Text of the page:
Virginia is still awaiting guidance from the Virginia Employment Commission (guided by U.S. Department of Labor policy) on the eligibility for unemployment insurance for people who feel unsafe going back to work. A member of the Governor's team said they are developing what criteria workers may be able to demonstrate -- such as having pre-existing conditions -- to allow them to continue receiving unemployment while not returning to work. Those guidelines would not apply to healthy individuals who think their workplace shouldn't be open.

I am doing all I can to make sure that every single worker is protected and not put in a position where they have decide to between risking death and risking financial ruin. That is a choice that no one should ever have to make. 

New Rules for Long-Term Care Facilities from the
Center for Medicaid and Medicare Services

On Friday, May 8, the Center for Medicaid and Medicare Services has published an interim rule, with new reporting and notification requirements for federally certified nursing homes. This includes about 90% of nursing homes in Virginia. As you may be aware, nursing homes and assisted living facilities constitute a very large portion of the cases of novel coronavirus and deaths caused by COVID-19 in Virginia.

This is good news. Constituents of mine have rightfully complained that they were unaware of outbreaks in nursing homes and assisted living facilities that eventually took the lives of their loved ones. Due to a quirk of Virginia privacy law, these facilities were not heretofore required to disclose their cases. I believe they are required to do so now.

I believe this interim rule requires all federally-certified nursing homes to publicly disclose when residents or employees have contracted COVID-19 or are reasonably expected to have done so. Unfortunately, I do not believe the new regulation includes assisted living facilities that are not federally certified, but I am seeking clarification on this. The first report is expected May 18th.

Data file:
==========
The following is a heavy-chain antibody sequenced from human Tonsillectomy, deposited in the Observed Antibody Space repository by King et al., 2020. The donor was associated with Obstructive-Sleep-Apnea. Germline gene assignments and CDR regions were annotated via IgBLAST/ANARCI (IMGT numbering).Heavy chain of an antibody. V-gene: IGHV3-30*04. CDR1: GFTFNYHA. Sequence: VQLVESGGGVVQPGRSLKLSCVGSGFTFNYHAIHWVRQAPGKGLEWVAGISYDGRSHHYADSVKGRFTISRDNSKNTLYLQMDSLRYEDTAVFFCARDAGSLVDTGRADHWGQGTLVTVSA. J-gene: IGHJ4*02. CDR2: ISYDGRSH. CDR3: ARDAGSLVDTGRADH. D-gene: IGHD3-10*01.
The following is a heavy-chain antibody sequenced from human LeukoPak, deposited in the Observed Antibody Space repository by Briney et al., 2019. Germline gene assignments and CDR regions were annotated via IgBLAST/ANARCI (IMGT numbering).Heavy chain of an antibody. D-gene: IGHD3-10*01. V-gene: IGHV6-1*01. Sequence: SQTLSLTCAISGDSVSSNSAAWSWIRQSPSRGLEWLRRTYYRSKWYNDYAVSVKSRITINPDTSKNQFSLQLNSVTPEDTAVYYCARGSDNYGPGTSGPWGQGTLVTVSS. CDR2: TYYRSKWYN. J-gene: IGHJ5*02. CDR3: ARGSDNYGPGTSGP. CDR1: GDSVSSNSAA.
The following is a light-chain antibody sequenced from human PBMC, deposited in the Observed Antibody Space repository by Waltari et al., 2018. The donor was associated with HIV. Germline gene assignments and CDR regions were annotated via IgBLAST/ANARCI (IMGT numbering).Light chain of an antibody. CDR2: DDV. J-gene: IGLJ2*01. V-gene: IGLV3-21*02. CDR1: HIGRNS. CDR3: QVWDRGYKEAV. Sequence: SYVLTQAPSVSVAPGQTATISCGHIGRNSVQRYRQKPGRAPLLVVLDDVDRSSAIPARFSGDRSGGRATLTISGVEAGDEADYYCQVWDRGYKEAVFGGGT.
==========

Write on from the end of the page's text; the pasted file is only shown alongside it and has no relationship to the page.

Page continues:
When we reconvene for a special session, most likely in July or August, I intend to introduce or support legislation to change Virginia's privacy law to require nursing homes and assisted living facilities to report any outbreaks of contagious disease. Many of my constituents want to pull their loved ones out of Covid-ridden facilities, and I feel they should have that choice. At the very least, they should know when their loved ones are at risk so they can verify that facilities are taking the appropriate precautionary measures.

Here are the new reporting requirements as outlined by CMS:
  • Federally certified nursing facilities must electronically report information weekly about COVID-19 including:
    • Suspected and confirmed COVID-19 infections among residents and staff, including residents previously treated for COVID-19
    • Total deaths and COVID-19 deaths among residents and staff
    • Personal protective equipment and hand hygiene supplies in the facility
    • Ventilator capacity and supplies available in the facility
    • Resident beds and census
    • Access to COVID-19 testing